Depending on your class, you might have to read the story multiple times so students can think carefully about their ideas! For example, if there is a particularly exciting event in the story, students might consider upbeat music that captures this feeling. Or, if there is a character knocking on the door, students might include sound effects from tapping on their desks.
- After students have finished recording their individual ideas, write them down on a physical or digital board that is visible to everyone.
Then, work together to identify the final sound effects for your story. The goal is to create a soundscape that helps the reader feel more connected to the story’s emotions and characters, and help them imagine the events that are taking place. Show this video to students as an example of how other students created their own soundscape!
- Encourage students to practice creativity and collaboration as they figure out how to create the different sounds! For example, they might gather recyclable materials to make a musical instrument, or use their voices to imitate a stormy wind. Remember, the effects should be easy to create because students will be performing them live for your partner class!
If students want to explore free digital resources to create their soundscapes, please check out these easy-to-use sites that do not require logins:
• ABCya’s Soundburst
• Chrome Music Lab
- Finish preparing for your live virtual exchange by assigning students to perform or play the different sound effects as you read the book to your partner class.
If an asynchronous exchange is preferable, you can use video-recording software such as Flip or iMovie to create a video that can be shared with your partner class.
Interact: meet your partner class over a live virtual exchange.
Facilitate the virtual exchange using Empatico’s built-in Zoom integration, or the video tool that you previously selected, and follow the suggested exchange structure below:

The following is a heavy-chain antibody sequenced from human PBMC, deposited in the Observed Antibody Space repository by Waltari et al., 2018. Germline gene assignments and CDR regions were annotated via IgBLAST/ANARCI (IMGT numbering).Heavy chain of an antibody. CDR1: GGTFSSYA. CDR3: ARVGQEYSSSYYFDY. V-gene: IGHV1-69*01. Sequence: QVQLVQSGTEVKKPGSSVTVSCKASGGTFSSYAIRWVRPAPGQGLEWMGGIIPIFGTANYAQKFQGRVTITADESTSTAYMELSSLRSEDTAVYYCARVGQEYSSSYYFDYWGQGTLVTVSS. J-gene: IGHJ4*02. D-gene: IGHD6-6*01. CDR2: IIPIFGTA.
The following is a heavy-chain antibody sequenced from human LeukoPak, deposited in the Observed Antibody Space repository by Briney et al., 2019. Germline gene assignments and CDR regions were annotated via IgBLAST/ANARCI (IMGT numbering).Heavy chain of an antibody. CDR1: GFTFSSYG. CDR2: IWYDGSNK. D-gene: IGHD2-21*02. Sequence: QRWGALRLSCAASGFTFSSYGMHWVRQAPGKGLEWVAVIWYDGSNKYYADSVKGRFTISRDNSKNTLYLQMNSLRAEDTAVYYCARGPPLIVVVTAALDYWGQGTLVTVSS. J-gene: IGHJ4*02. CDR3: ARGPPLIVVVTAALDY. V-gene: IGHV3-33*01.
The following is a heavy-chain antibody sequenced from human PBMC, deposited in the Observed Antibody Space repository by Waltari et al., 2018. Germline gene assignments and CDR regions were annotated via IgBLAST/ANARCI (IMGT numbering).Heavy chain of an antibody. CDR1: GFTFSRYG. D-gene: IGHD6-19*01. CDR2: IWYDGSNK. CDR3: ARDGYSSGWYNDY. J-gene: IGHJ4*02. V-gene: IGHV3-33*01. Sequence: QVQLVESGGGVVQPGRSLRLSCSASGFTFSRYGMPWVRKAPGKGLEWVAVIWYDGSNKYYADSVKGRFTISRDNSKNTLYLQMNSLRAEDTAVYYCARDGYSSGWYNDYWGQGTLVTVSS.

- Introduce yourselves and share a fun fact (e.g., one student from each class can say “Hello!” and share about the story that their class selected).
- Educators take turns reading their class’s stories, while their students perform the soundscape accompanying the text. Make sure to read slowly so students can listen for their cues!
- After both performances, invite students to share gratitude and appreciation for each other’s hard work. For example, they might share a sound effect that they particularly enjoyed, or one that was surprising to them.
- Say thank you and goodbye!
If students in both classes have individual devices (e.g., mobile phone, tablet, laptop, etc.)...
Use a platform such as Google Meet, Zoom, or Microsoft Teams which allows you to screen-share during a video call.
One educator should set up the Kahoot! game and share the code with students in both classes by following this tutorial about using Kahoot! in a remote learning environment, and share their screen so everyone can follow along.
If students in either class don’t have individual devices...
Follow the same instructions above, with one educator starting the game and sharing their screen so both classes can follow along.
Instead of students joining the game to answer the questions, they can hold up their fingers, call out their answer, or use a paper template to indicate their response.